— Errol Louis, New York Daily News

 

5. “One can’t help but wonder if there’s a longer, unedited, blunter version of the manuscript sitting in a hard drive somewhere in the offices of Flatiron Books, because every now and then, Comey goes right up the precipice of declaring, “Look, America, if you don’t want the FBI investigating your presidential candidate, don’t nominate a duplicitous grifter with a graveyard’s worth of skeletons in every closet.”

— Jim Geraghty, in National Review, remarking how Comey “never quite gets around to saying anything nice about Hillary Clinton.”

 

4. ”Partisan or not, Comey was making decisions that proved he was holding himself above the agency he was directing, above the long-held policies that governed how it is supposed to operate — and how he was supposed to operate. His hubris, on full display as he preens and gossips and makes catty remarks about Trump’s spray tan and hand size, quite possibly put this man he considers a dangerous buffoon in office. And even now, Comey says he wouldn’t have it any other way. There’s nothing at all noble in any of that.”

— Joan McCarter in the Daily Kos

 

3. “Trump, of course, spent the week before the Comey interview trying to discredit the man he fired through a now-familiar method: governance by TV and Twitter. Forget complex Capitol Hill negotiations and all that outdated rule-of-law stuff. Television and social media supply Trump’s presidential podium and unofficial advisers. Where better to appeal directly to the people? Trump’s combined presidential addresses over the airwaves and Twitter categorized Comey as a ”slippery” “slimeball,” “not smart” “liar” who “will go down as the WORST FBI Director in history, by far!”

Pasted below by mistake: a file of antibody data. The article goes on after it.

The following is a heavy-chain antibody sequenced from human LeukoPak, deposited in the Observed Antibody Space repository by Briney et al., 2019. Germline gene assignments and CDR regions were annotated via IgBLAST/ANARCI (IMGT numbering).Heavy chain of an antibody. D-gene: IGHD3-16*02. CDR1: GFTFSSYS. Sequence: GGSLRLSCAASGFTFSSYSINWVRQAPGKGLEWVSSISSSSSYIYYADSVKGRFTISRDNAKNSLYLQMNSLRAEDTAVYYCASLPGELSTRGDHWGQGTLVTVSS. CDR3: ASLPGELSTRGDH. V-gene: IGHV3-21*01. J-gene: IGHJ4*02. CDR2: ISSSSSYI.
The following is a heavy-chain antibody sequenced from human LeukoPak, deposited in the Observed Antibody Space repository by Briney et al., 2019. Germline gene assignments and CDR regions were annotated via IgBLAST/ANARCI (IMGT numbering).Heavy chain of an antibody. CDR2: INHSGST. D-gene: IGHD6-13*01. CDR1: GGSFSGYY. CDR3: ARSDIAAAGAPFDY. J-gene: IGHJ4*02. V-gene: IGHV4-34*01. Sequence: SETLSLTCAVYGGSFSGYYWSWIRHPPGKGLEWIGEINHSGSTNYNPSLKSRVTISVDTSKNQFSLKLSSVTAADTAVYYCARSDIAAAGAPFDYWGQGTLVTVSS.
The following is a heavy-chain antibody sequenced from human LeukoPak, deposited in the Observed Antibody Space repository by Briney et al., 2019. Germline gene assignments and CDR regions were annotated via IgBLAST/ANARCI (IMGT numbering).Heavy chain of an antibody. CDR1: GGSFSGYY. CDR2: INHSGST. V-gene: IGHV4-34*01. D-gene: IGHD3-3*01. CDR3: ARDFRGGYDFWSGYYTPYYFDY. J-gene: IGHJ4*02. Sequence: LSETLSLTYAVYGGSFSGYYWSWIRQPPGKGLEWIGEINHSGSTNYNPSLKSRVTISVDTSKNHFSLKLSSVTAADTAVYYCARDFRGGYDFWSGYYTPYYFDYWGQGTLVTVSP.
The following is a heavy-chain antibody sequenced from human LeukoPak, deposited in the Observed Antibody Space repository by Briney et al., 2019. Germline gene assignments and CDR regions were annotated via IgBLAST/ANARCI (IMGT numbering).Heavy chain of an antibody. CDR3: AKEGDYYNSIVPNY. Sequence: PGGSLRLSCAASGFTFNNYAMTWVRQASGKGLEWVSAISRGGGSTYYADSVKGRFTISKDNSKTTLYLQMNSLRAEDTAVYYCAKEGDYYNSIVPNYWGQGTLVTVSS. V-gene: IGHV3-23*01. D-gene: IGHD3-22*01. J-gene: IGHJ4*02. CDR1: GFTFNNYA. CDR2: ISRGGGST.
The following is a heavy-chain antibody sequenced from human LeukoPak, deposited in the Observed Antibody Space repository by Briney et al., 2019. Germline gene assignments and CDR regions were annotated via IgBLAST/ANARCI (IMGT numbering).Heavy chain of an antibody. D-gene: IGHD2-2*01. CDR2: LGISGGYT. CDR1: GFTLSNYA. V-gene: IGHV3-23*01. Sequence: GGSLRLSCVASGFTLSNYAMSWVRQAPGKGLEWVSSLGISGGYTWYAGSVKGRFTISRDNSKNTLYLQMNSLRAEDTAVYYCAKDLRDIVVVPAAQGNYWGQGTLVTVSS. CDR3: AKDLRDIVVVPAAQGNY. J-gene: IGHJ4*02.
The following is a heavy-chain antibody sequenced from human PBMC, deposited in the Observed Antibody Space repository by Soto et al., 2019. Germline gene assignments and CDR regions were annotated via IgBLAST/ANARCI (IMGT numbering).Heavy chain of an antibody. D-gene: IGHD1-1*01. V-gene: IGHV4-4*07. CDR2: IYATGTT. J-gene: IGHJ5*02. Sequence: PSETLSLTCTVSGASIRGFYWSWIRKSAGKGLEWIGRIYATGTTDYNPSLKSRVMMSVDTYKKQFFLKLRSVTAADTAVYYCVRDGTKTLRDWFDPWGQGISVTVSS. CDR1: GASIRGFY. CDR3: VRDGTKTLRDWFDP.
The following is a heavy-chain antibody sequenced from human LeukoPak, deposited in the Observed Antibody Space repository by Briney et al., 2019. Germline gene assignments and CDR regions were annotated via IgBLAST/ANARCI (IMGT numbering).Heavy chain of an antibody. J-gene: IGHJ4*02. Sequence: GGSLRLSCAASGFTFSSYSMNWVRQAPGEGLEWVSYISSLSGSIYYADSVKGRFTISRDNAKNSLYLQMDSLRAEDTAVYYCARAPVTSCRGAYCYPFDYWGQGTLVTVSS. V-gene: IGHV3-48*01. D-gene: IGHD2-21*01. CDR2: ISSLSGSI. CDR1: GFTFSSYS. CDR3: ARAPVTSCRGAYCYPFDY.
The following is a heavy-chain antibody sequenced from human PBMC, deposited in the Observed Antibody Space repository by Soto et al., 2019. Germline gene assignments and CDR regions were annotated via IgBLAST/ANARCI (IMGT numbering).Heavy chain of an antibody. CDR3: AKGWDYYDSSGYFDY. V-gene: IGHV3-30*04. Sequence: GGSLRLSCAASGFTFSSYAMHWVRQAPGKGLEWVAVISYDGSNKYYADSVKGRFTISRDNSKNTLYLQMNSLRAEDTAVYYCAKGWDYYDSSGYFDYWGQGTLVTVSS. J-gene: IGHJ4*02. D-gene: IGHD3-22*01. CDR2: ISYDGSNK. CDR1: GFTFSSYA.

The Los Angeles Times, recounting President Trump’s personal attacks on Comey in an effort to discredit his book and memos.

 

2. “Comey’s decision to write a tell-all book about an ongoing investigation on which he was the senior investigator and for which he could be a witness was abominable. It has gravely diminished him and the FBI, and it has contradicted his claim that he is concerned with protecting the image and integrity of the bureau. I doubt that Comey would have ever been appointed to such a position in the FBI had people known he was the type to air dirty laundry and share inside information on matters that demand discretion. Indeed, many current and former colleagues are recoiling with disdain.”

— Conversative pundit David Limbaugh

 

1. “[T]he release of the memos confirm (at least) four things: Trump tried to lean on Comey in inappropriate ways designed to interfere with the normal operation of the criminal-justice system; Trump is every bit as irrational and unhinged in private as we suspect; Trump is frightened that the salacious dossier allegations might be proved true; and Trump cares not at all about protecting American democracy.”

— Jennifer Rubin, The Washington Post